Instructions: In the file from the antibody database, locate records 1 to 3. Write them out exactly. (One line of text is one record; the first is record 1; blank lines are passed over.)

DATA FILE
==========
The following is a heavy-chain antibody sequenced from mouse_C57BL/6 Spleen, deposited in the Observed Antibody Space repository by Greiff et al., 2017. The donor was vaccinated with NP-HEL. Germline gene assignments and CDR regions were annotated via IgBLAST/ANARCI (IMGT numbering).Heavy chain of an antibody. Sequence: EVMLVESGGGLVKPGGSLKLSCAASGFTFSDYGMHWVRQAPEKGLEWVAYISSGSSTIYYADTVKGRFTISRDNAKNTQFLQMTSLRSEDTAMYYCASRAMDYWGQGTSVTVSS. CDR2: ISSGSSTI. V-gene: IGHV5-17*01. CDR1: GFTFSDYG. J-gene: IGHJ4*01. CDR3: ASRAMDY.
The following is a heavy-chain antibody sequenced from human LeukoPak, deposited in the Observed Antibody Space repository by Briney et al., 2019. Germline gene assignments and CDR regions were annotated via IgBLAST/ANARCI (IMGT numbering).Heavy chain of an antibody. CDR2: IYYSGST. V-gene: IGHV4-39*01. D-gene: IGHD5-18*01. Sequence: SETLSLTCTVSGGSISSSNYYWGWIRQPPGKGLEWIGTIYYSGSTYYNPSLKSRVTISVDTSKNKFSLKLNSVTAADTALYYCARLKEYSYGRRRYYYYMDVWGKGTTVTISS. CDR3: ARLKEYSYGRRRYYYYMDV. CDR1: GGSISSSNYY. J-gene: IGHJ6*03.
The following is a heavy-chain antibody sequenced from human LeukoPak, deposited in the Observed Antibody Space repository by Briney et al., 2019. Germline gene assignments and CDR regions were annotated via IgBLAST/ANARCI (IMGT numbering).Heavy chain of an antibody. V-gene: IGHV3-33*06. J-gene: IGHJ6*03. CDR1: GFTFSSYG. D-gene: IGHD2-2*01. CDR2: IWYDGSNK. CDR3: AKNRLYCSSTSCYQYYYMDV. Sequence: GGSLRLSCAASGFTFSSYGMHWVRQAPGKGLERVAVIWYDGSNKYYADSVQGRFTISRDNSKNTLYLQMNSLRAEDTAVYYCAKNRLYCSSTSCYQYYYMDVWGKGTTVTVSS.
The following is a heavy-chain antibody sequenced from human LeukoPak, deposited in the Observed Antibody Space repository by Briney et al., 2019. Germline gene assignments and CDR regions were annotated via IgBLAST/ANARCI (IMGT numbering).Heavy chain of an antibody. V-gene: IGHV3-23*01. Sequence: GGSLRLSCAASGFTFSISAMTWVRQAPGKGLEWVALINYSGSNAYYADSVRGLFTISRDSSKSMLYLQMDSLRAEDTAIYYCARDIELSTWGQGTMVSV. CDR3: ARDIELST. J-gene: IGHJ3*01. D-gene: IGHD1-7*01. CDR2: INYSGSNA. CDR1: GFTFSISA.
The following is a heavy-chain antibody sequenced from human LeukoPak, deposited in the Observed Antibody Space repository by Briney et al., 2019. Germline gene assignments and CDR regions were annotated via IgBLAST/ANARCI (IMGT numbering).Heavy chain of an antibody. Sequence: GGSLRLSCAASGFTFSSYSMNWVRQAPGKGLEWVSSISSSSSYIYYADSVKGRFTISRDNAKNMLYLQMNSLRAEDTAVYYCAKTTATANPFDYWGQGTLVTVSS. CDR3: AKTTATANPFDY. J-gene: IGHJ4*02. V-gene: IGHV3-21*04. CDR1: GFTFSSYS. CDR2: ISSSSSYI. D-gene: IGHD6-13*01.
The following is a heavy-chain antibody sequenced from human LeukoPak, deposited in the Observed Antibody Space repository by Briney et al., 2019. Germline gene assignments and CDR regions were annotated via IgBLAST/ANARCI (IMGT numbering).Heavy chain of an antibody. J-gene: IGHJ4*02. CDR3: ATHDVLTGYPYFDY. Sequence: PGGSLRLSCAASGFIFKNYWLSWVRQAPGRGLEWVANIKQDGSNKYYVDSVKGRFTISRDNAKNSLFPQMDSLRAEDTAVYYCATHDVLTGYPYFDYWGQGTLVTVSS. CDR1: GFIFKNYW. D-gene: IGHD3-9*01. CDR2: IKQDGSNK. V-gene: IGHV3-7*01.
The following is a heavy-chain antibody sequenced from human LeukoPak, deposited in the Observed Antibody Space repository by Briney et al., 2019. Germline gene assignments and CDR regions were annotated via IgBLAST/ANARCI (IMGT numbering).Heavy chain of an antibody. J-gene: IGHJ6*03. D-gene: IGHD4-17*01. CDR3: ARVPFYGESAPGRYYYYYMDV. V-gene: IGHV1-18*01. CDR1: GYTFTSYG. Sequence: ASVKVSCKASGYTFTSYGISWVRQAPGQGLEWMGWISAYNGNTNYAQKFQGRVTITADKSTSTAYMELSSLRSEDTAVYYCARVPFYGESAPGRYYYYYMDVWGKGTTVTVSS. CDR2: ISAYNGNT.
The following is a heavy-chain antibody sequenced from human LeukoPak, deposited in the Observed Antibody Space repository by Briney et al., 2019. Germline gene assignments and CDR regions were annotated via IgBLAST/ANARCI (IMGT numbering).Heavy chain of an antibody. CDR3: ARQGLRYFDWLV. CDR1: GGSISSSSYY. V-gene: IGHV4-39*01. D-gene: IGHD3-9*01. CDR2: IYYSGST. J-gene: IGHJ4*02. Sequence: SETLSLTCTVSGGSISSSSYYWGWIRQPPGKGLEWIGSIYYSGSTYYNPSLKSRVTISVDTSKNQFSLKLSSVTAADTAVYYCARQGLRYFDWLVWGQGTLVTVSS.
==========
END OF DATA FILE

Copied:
The following is a heavy-chain antibody sequenced from mouse_C57BL/6 Spleen, deposited in the Observed Antibody Space repository by Greiff et al., 2017. The donor was vaccinated with NP-HEL. Germline gene assignments and CDR regions were annotated via IgBLAST/ANARCI (IMGT numbering).Heavy chain of an antibody. Sequence: EVMLVESGGGLVKPGGSLKLSCAASGFTFSDYGMHWVRQAPEKGLEWVAYISSGSSTIYYADTVKGRFTISRDNAKNTQFLQMTSLRSEDTAMYYCASRAMDYWGQGTSVTVSS. CDR2: ISSGSSTI. V-gene: IGHV5-17*01. CDR1: GFTFSDYG. J-gene: IGHJ4*01. CDR3: ASRAMDY.
The following is a heavy-chain antibody sequenced from human LeukoPak, deposited in the Observed Antibody Space repository by Briney et al., 2019. Germline gene assignments and CDR regions were annotated via IgBLAST/ANARCI (IMGT numbering).Heavy chain of an antibody. CDR2: IYYSGST. V-gene: IGHV4-39*01. D-gene: IGHD5-18*01. Sequence: SETLSLTCTVSGGSISSSNYYWGWIRQPPGKGLEWIGTIYYSGSTYYNPSLKSRVTISVDTSKNKFSLKLNSVTAADTALYYCARLKEYSYGRRRYYYYMDVWGKGTTVTISS. CDR3: ARLKEYSYGRRRYYYYMDV. CDR1: GGSISSSNYY. J-gene: IGHJ6*03.
The following is a heavy-chain antibody sequenced from human LeukoPak, deposited in the Observed Antibody Space repository by Briney et al., 2019. Germline gene assignments and CDR regions were annotated via IgBLAST/ANARCI (IMGT numbering).Heavy chain of an antibody. V-gene: IGHV3-33*06. J-gene: IGHJ6*03. CDR1: GFTFSSYG. D-gene: IGHD2-2*01. CDR2: IWYDGSNK. CDR3: AKNRLYCSSTSCYQYYYMDV. Sequence: GGSLRLSCAASGFTFSSYGMHWVRQAPGKGLERVAVIWYDGSNKYYADSVQGRFTISRDNSKNTLYLQMNSLRAEDTAVYYCAKNRLYCSSTSCYQYYYMDVWGKGTTVTVSS.